The event features performers and composers from IU, University of Cincinnati, University of Iowa and University of Michigan. The concerts are at 8 p.m. Friday and 10 a.m., 4 p.m. and 8 p.m. 
Saturday in Auer Hall.

The Midwest Composer’s Symposium began in 1948, and the host school rotates each year.

The event includes performances by the New Music Ensemble, the Brass Choir, NOTUS: Contemporary Vocal Ensemble, the Wind Ensemble, the Percussion Ensemble and the Chamber Orchestra.

David Dzubay, director of the New Music Ensemble and chair of the composition department, said he is excited the performers, composers and faculty work together.

“It’s a terrific chance for students and faculty to get together and for student composers and performers to make new friends,” Dzubay said.

Phan, an organizer of the symposium, said it is helpful for student composers. The compositions are usually 
premiered at the event.

“This is a luxurious opportunity in a way, because when a student writes for an orchestra the student can’t necessarily get an ensemble to play it for them,” Phan said.

Not only does the event demonstrate the different styles of each university, but it also has a variety of students from the music school, including undergraduate, master’s and doctoral students, Phan said.

Although the Midwest Composer’s Symposium features performances from each university, it is not a competition, Phan said.

“What I’m looking forward to the most is to hear what artists from other schools can offer,” Phan said. “We encourage each other to know each other as friends and learn from each other.”

The collaboration allows for the students and faculty to have a fresh viewpoint and to compare and contrast, Phan said, so they can understand what they can and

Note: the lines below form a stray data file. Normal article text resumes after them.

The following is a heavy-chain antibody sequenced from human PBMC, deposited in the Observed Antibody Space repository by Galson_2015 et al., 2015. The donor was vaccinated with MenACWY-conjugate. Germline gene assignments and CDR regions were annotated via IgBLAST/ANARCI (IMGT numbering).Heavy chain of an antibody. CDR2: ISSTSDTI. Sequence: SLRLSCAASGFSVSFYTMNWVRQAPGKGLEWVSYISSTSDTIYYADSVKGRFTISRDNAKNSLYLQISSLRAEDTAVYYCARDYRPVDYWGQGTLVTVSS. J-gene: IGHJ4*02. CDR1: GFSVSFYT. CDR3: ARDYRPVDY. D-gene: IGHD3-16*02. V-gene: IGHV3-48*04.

cannot do yet.

The symposium also allows musicians to improve by performing new music, Phan said.

“They learn how to dissect a new piece better,” Phan said. “For performers, when they play a traditional composition, they tend to replicate it by ear, but with a new piece, it’s like, ‘Hey, I’ve never heard this thing before.’”

Phan said the participation of so many large ensembles is one of the most incredible things about IU, because each ensemble wants the university to be a good host and represent what the music school can do.

“It’s so important, not only because of its history, but because of its possibility to make a wonderful relationship among universities in the same area,” Phan said. “It’s so important because it’s the only time that our students can get a peek of what other universities are doing.”

© Indiana Daily Student 2015

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Doctoral student Phillip Sink wins 2015 Hermitage Prize

Phillip Sink (left) with Bruce Rodgers, executive director of the Hermitage.

Phillip Sink (left) with Bruce Rodgers, executive director of the Hermitage.

The Hermitage Artist Retreat continued its partnership with the Aspen Music Festival and School (AMFS) in Aspen, Colo., and awarded this year’s Hermitage Prize to up-and-coming composer Phillip Sink during the festival’s composers’ showcase.

First awarded in 2013, the prize is given to a promising composer who is enrolled as a composition student at the AMFS. Selected by a jury of contemporary composers and administration at the AMFS, Sink will receive a six-week residency at the Hermitage’s campus in Englewood, Fla., as well as a $1,000 prize.